Wednesday, October 26, 2016

Wednesday Briefs: Thrall part 4

“You don’t remember your name, servant?” Johann said. I frowned, his words cutting. “Others remember you. I know it.”

            I jerked my head up, meeting his eyes. “Tell me,” I snapped. 

            “No,” he said, and I stepped forward. 

            “Tell me!” Something filled me, a need that for once had nothing to do with hunger for blood. Memories of the cat and the old woman wouldn’t leave my head, and there was more, blocked by a haze of alcohol and the image of my master in the alley.

            “You are not human any longer,” Johann said. “Chasing human memories will only hurt you.”

            “Then why did you ask me my name?” I growled. 

            “Because there is a way for you to get them back. To reclaim who you were, in a way.” 

            I backed up, lifting my head as though he had slapped me. 

            “Why are you telling me this?” I growled. “Why would I want that?” The memories began to fade, as they always did, in a haze of indifference, but this time they left edges behind. I should have tried to kill him, back with the others. I probably would have died. Why had I even cared then?

            “Maybe you don’t.” He shrugged, turning to leave. “But if you do, come find me. You have my scent now. If you want something more than to die a mindless, blood crazed servant, that is.” 

            I blinked. “You think you can just go, and I’ll let you?” 

            “If you kill me, you’ll never know.” 

            “I could bring you to my master.” 

            “And he’d kill me.” He began walking away, leaving me alone with only the deer I had killed for company. “It’s your choice, servant. Probably the most important one of your short afterlife.” 

            I could have chased after him. I could overpower him, force him to reveal whatever he knew. 

            My name. Who I had been. Who I was. 

            Instead, I stayed put, until the moon shone directly overhead. I waited for the apathy to return, subsumed by the return of the hunger.

            The hunger returned, but the apathy didn’t.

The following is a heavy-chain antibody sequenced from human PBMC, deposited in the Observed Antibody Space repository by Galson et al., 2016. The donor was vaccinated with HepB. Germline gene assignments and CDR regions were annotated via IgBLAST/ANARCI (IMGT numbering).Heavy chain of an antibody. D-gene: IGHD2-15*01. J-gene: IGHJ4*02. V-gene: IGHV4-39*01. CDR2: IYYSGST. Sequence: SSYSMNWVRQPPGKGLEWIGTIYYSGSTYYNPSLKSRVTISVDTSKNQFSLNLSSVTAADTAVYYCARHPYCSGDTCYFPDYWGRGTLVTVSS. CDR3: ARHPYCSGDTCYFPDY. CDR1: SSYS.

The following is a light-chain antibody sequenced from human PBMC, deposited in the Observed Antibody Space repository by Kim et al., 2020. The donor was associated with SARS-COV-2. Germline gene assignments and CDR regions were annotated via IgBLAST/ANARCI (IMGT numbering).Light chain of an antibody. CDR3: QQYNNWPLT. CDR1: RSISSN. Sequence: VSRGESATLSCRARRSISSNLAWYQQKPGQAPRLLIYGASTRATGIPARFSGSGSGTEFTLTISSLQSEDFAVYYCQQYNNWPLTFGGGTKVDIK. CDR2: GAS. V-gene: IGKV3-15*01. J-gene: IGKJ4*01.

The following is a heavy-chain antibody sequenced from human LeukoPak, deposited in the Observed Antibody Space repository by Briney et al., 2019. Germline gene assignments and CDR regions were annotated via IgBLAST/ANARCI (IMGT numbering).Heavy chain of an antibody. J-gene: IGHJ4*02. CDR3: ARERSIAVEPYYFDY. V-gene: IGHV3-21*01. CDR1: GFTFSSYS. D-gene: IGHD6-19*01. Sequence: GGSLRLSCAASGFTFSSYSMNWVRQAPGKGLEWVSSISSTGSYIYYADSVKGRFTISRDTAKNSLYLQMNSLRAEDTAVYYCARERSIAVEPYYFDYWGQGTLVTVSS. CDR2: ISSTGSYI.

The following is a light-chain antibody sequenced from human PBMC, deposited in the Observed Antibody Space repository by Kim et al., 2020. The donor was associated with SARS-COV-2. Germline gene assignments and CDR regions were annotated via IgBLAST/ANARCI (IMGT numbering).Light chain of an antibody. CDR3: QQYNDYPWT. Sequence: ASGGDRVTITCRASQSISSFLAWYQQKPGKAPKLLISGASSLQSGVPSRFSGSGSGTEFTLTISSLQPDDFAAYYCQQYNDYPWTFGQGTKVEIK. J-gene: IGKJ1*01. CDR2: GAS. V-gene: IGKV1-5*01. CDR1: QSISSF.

I hadn’t been to the village since my master had turned me. 

            The night had turned cold, the cold that permeated the air just before the morning began. I shouldn’t be here, darting through the trees close the to the village borders, just over the river that separated me from them, the bridge mere yards away. The sun would be up soon. 

            The village of Penthorn blended in with the woods, the houses made of the same pale bark. No fires burned in the town square. Winding alleys radiated from the bell in the center of town, framed by thatched houses that looked small and cramped from my spot in the tree above the river. The houses were dim, silent, the only sound the quiet clucking of chickens in the front yard of one of them. Beyond the houses, fields stretched into the distance, and small dots marked sheep that grazed overnight. 

It was familiar. The bell had marked every morning and evening, and even now I could hear the sound every night, wafting even to the castle. No one slept in the alley I had once lain in, though I may just not be able to see them in the various  twists and turns. 

Part of me wanted to enter, immerse myself in a life I had once but could not remember. 

            I also wanted the blood. Hunting in the middle of a village, surrounded by the beating hearts and scents of living people, would be torturous bliss until I sank my fangs into one of them. Then it would be bliss. I licked my lips, the deer forgotten. 

            As I watched, a light flickered to life in the window of one of the houses. I leaned forward in the tree, straining to see. 

            The light traveled, and I realized it was a candle, held by someone inside the house. The window dimmed, and then the front door swung open. 

            “Out you go, Whisk,” a reedy voice spoke. “Out, out. Go and hunt.”    
            That voice struck me hard. 

            “Hey, you boy,” a woman said. She was blurry in my vision, and I stumbled when I tried to stand. “You can’t sleep here. It’s too cold.”